Community forums on health, homelessness and vulnerability 

With the support of Trust for London, Law for Life is excited to announce two online community forums focusing on the intersections between health, homelessness and vulnerability. The forums will be a space for community groups, health and legal practitioners to share their experiences and practical strategies to support homeless people who are vulnerable in getting the kinds of help they are entitled to from local authorities.

At the first forum (2nd February, 7-9 PM) we will launch our new information guide on how to best support people who are homeless in seeking help from councils, and hear some of the strategies community groups put in place when working with vulnerable clients. The forum will include a hands-on session on how to write effective vulnerability letters. The second forum will focus on challenging local authorities’ outsourcing of vulnerability assessments to private companies.

See below for more detailed information on the content and registration. 

Why we’re focusing on this issue

Over a decade of austerity cuts have left local authorities without adequate funding to provide housing support. This has led housing departments to have to make difficult choices around who should be prioritised and provided access to accommodation. Some categories of people - for instance families with children - are provided emergency housing almost automatically. Others, such as single homeless people, people who have mental health needs, who are released from prison-  need to pass a ‘vulnerability assessment’ to prove that, if made homeless, they will be significantly more vulnerable than an ordinary person. Vulnerability assessments have therefore become a very contested terrain where local authorities tend to apply their discretion around who counts as  ‘vulnerable’ and limit the number of people who are entitled to accommodation.

There is little awareness about letters/evidence to support vulnerability assessments, and their importance in the course of homelessness application processes. These letters can make the difference in determining whether the person applying is entitled to suitable housing - whether private rented sector accommodation or social housing. However, in reality gathering this kind of evidence is challenging. Letters should be written by health specialists and should address a specific legal test set out in the law. Also, housing officers sometimes disregard evidence submitted by the applicant in favor of ‘counter-evidence’ obtained by private companies hired to carry out independent medical assessments. 

Law for Life has recently released an information guide on How to support people who are homeless or threatened with homelessness. The guide is aimed at social prescribers, support workers, link workers and others who support people who are homeless or at risk of homelessness. It provides information on what types of help people should receive and how to deal with local authorities’ housing departments when making homelessness applications. It also includes specific information on vulnerability letters.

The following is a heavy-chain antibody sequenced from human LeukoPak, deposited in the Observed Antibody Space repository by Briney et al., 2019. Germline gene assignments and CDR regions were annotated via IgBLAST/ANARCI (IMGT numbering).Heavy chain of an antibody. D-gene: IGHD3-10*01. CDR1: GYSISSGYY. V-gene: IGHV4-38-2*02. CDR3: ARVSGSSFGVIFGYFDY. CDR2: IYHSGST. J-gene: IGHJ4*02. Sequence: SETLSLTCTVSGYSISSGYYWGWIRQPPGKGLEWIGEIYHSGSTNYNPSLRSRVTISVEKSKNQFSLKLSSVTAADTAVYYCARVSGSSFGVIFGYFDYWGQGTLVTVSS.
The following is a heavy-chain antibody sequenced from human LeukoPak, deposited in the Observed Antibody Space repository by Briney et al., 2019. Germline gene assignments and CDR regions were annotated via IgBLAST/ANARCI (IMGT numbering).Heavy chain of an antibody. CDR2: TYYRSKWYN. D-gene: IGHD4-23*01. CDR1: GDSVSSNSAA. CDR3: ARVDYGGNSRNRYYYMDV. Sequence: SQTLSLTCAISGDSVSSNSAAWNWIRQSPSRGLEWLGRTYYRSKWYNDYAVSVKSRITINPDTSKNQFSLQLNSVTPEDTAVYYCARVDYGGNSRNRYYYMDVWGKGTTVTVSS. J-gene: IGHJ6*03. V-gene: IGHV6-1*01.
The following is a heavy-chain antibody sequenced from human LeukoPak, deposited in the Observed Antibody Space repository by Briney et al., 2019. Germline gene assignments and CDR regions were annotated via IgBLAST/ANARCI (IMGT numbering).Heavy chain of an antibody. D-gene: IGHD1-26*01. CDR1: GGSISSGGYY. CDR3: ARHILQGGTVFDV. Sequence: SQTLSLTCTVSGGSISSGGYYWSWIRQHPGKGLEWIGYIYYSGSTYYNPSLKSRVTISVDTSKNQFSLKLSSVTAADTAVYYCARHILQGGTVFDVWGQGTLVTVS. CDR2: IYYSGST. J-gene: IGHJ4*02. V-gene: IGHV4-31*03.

Online forum # 1: 

Community strategies to support homeless people in dealing with local authorities   

2nd February, 7-9 PM - on Zoom

Part I – Community discussion:
What barriers do vulnerable homeless people face in seeking help from councils? How are community groups trying to address them? How can Law for Life’s guide “How to support people who are homeless or threatened with homelessness” strengthen the work of community groups? 

Speakers:

  • Sarah Hough, Groundswell, London
  • Daniel Smith, Young Roots, London
  • Rebecca Jewers, Social Prescribers Link Worker, Torquay Primary Care Network

Part II – Hands-on workshop:
How to write effective vulnerability letters – with Eleanor Solomon, Anthony Gold Solicitors LLP

The event will be structured in an interactive way allowing space for participants to ask questions and share experiences

To attend the event please register by 31st January.

Spaces are limited and preference is given to members of small organisations and community groups.  

Online forum # 2: 

Challenging unfair vulnerability assessments

DATE TBD, on Zoom

Over 150 local authorities in the country, many of which are in London, outsource homelessness vulnerability assessments to private companies. However, these types of assessments are often conducted in a very problematic way, without in-person examination, and have led to flawed decisions where housing officers find that applicants are not vulnerable and therefore are not provided with suitable accommodation. Courts have repeatedly found this type of assessment to not meet legal standards and in several cases have struck down local authorities’ decisions that relied on them. Recently, Islington Council decided to stop outsourcing assessments and sought to invest in in-house assessments. 

Drawing from past efforts (which involved the use of media and litigation), this forum will look at how to challenge unfair homelessness decisions, and the experience of local authorities that shifted to ‘in-house’ assessments. The event will also reflect on strategic opportunities to fight for fairer assessment practices. 

Interested in attending? Register here.

Spaces are limited and preference is given to members of small organisations and community groups.  

January 2022